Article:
This won't work for everyone -- but I have observed my son with my grandson (DMD) (8) and here is what he does. He makes the event cool for my grandson. Some examples -- my grandson recently received a birthday invitation for a party at a water park for two very active twins. There was a note inside saying that they were unsure about my grandson's ability to participate but the twins wanted to invite him because he was a good friend. My son donned a swim suit and was my grandson's legs for the party. He carried him up the four flight of stairs to the top of the water slide countless times -- a good time was had by all. Second example, for the annual Department of Public Works (DPW) school field day at school, my son lifts my grandson into the seats of the equipment -- firetruck, rear end loader, etc. and another good time. Third example, my son is the den leader for the cub scouts, and designs activities that keep the active kids active and involved while making sure that my grandson is actively engaged. Fourth example, at their cousins house -- the one with the new trampoline --, my son is "jumping" my grandson to make sure he is safe. I could go on -- my son is trying to stay in the best shape possible to help my grandson not miss out on life. My son is missing some of the adult interaction of the events. The other kids accept him as my grandson's helper and not an adult who is there to "supervise."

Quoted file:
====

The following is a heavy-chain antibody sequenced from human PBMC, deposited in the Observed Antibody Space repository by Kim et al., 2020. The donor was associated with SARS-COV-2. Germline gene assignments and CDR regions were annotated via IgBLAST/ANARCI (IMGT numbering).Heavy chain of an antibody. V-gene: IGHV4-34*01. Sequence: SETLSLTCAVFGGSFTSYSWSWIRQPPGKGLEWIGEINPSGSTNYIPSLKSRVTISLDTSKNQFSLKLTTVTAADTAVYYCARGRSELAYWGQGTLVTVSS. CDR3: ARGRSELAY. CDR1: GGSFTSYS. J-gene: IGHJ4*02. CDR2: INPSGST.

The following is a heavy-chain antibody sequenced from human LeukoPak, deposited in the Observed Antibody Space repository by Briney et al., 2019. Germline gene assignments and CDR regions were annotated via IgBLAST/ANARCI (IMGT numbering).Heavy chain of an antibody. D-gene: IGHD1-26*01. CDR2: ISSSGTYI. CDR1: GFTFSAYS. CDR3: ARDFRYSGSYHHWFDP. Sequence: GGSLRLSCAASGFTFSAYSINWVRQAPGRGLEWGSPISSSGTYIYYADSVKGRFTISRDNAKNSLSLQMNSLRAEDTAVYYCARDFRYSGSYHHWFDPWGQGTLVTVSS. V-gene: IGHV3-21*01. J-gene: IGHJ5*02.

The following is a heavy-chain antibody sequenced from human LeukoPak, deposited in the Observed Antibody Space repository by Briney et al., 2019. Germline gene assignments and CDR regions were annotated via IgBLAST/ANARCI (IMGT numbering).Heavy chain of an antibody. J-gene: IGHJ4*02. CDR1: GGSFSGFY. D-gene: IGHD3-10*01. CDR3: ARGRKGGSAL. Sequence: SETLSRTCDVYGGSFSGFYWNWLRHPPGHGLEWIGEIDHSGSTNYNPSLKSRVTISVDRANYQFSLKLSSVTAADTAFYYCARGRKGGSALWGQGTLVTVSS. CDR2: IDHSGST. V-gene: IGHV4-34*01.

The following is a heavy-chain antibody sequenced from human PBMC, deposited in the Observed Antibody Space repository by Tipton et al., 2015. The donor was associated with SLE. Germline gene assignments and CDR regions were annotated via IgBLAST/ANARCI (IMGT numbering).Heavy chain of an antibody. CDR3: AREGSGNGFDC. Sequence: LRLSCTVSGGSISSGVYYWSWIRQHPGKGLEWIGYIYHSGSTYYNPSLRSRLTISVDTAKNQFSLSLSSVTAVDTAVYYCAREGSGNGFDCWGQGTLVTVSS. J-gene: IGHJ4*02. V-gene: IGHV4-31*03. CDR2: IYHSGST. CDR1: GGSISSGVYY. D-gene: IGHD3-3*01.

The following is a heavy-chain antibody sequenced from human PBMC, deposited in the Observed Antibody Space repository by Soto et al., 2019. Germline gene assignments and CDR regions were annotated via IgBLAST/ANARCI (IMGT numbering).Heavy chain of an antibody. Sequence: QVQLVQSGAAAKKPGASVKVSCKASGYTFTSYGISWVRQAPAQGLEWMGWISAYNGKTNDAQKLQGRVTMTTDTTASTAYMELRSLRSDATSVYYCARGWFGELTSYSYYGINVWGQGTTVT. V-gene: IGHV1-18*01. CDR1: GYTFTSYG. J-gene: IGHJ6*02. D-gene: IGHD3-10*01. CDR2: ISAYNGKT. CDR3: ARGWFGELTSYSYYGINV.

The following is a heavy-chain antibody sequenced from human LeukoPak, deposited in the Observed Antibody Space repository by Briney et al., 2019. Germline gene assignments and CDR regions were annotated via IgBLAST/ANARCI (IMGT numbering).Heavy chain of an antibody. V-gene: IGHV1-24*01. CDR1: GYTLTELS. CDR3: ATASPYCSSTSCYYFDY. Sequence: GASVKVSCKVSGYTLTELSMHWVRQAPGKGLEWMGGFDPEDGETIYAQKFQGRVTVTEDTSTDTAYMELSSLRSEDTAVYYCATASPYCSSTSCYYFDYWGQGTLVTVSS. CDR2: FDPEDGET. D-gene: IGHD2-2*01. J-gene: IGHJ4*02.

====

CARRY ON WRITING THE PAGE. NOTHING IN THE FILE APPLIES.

Another observation, my grandson has lots of "girl" friends as well. They are not as active and play well with him. While going to the DPW field day, my son was pushing my grandson's wheelchair (he was invisible to the kids). He said that my grandson had a girl holding each hand. My son is telling my grandson that girls are not "icky" and that he would miss out on a lot if he didn't have friends with both boys and girls.
This works at this stage of the disease, but as it progresses, I am sure there will be times that my son cannot be his legs and times where my grandson may feel left out.